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Some Of Our Airmen Are No Longer Missing

Australia, 1981 (MIFF 1984)

Director: Douglas Stanley

During World War 2, the most ominous ending to the broadcast reports on raids on the enemy was “Some of our aircraft are missing". And during the War, Holland was for military aircraft, German and Allied alike, what the Sargos Sea was for ancient sailing ships. Between 1940 and 45, more than 7,000 aircraft crashed in Holland.

Nearly 1,000 lie at the bottom of the Ijsselmeer, the dammed lake which was formerly known as the Zuiderzee. Since 1960 Dutch engineering teams have been pumping the waters ofthe Ijsselmeer into the North Sea in order to reclaim valuable new farming land. In the process, they have found many wrecks from crashed aircraft.

In this remarkable record of a salvage operation, the Royal Netherlands Air Force Recovery teams are shown working the giant jig-saw puzzle which these finds generate. The discovery of the personal effects of airmen is perhaps the most poignant aspect of the work.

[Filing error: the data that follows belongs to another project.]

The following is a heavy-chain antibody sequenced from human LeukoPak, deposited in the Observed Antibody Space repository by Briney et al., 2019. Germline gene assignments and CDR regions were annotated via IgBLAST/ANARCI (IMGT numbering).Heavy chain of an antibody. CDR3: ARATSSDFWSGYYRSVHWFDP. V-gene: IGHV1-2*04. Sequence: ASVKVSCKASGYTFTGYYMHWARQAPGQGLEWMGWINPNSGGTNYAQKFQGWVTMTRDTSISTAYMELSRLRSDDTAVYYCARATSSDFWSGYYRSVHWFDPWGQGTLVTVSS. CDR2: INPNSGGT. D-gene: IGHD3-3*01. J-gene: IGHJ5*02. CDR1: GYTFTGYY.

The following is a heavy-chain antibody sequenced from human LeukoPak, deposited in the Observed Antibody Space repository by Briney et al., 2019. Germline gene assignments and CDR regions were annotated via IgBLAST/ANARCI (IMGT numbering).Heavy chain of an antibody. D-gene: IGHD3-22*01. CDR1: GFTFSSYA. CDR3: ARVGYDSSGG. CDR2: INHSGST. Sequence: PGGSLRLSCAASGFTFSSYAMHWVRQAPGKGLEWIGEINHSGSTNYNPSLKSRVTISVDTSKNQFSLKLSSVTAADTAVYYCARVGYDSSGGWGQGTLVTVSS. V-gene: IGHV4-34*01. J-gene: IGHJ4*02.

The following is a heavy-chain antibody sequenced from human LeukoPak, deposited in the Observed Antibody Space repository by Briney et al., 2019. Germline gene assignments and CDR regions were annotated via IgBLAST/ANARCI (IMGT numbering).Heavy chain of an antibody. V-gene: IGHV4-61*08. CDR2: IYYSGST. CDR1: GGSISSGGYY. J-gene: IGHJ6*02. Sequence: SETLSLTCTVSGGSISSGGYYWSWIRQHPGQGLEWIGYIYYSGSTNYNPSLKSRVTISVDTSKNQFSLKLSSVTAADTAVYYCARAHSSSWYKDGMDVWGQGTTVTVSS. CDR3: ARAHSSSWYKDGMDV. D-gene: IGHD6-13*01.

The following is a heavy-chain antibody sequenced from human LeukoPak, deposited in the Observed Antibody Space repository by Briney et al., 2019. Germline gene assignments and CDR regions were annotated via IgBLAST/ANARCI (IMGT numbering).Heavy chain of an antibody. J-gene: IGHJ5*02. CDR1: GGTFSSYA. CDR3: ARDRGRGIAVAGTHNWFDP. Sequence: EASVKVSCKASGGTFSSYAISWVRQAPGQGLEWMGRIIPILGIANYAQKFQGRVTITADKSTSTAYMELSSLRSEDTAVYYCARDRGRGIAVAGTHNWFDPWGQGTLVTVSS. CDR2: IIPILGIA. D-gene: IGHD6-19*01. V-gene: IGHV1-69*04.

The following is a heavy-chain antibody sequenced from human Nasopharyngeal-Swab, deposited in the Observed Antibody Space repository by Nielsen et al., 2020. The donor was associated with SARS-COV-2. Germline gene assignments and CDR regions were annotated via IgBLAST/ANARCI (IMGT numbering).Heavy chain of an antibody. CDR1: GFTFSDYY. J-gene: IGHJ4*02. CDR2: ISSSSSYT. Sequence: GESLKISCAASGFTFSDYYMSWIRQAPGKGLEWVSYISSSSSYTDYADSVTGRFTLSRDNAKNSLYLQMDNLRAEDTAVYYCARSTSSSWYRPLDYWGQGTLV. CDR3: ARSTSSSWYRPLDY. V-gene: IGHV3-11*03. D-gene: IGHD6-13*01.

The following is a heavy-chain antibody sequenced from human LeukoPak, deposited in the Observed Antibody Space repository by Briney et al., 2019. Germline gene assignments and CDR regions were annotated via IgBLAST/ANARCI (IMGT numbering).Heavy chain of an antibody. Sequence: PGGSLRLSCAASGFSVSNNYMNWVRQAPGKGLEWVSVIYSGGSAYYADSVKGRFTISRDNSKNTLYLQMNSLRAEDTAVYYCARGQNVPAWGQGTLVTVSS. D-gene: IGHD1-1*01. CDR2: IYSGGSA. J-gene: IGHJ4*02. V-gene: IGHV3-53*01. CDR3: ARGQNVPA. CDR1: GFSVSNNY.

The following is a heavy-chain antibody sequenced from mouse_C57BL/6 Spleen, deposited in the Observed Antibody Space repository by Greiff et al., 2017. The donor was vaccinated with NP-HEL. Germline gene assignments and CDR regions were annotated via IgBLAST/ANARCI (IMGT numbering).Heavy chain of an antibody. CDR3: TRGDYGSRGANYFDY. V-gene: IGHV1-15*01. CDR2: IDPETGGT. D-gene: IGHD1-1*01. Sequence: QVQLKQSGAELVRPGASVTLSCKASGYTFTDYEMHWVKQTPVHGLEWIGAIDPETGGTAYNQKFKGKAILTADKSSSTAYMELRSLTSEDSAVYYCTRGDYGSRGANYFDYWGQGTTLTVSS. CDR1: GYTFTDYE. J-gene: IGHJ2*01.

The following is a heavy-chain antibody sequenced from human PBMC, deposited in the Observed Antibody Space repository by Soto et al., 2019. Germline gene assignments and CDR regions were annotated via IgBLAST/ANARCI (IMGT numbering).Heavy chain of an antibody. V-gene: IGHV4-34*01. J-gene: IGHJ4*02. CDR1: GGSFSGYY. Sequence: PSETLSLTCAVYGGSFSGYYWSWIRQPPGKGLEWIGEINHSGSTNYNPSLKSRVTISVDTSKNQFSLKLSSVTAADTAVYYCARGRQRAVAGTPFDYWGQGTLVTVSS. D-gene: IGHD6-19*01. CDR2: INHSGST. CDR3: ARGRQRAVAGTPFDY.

It enables the list of some 20,000 still missing aircrew to be gradually shortened. But the puzzle may never be completed. The documentary makes extensive use of archive film from German, British, and American sources, and includes interviews and statements from personnel who were involved in the operations.

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